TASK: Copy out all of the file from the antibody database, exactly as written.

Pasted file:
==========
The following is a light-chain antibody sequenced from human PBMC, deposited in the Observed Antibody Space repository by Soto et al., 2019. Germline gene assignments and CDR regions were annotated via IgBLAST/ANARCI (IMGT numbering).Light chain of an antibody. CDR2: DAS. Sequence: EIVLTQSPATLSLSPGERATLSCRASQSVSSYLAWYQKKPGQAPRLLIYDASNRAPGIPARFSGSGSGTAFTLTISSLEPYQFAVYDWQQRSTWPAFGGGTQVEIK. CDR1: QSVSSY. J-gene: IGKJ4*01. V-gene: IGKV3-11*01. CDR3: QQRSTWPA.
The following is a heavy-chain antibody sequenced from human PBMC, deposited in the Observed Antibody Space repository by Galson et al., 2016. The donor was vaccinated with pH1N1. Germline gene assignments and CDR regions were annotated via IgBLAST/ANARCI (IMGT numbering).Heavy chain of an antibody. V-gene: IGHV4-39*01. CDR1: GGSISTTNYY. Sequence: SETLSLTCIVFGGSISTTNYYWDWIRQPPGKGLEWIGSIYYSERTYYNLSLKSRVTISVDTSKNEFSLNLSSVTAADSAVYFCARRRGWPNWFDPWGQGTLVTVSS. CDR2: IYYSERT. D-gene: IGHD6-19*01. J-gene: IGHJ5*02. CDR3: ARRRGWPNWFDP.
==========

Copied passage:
The following is a light-chain antibody sequenced from human PBMC, deposited in the Observed Antibody Space repository by Soto et al., 2019. Germline gene assignments and CDR regions were annotated via IgBLAST/ANARCI (IMGT numbering).Light chain of an antibody. CDR2: DAS. Sequence: EIVLTQSPATLSLSPGERATLSCRASQSVSSYLAWYQKKPGQAPRLLIYDASNRAPGIPARFSGSGSGTAFTLTISSLEPYQFAVYDWQQRSTWPAFGGGTQVEIK. CDR1: QSVSSY. J-gene: IGKJ4*01. V-gene: IGKV3-11*01. CDR3: QQRSTWPA.
The following is a heavy-chain antibody sequenced from human PBMC, deposited in the Observed Antibody Space repository by Galson et al., 2016. The donor was vaccinated with pH1N1. Germline gene assignments and CDR regions were annotated via IgBLAST/ANARCI (IMGT numbering).Heavy chain of an antibody. V-gene: IGHV4-39*01. CDR1: GGSISTTNYY. Sequence: SETLSLTCIVFGGSISTTNYYWDWIRQPPGKGLEWIGSIYYSERTYYNLSLKSRVTISVDTSKNEFSLNLSSVTAADSAVYFCARRRGWPNWFDPWGQGTLVTVSS. CDR2: IYYSERT. D-gene: IGHD6-19*01. J-gene: IGHJ5*02. CDR3: ARRRGWPNWFDP.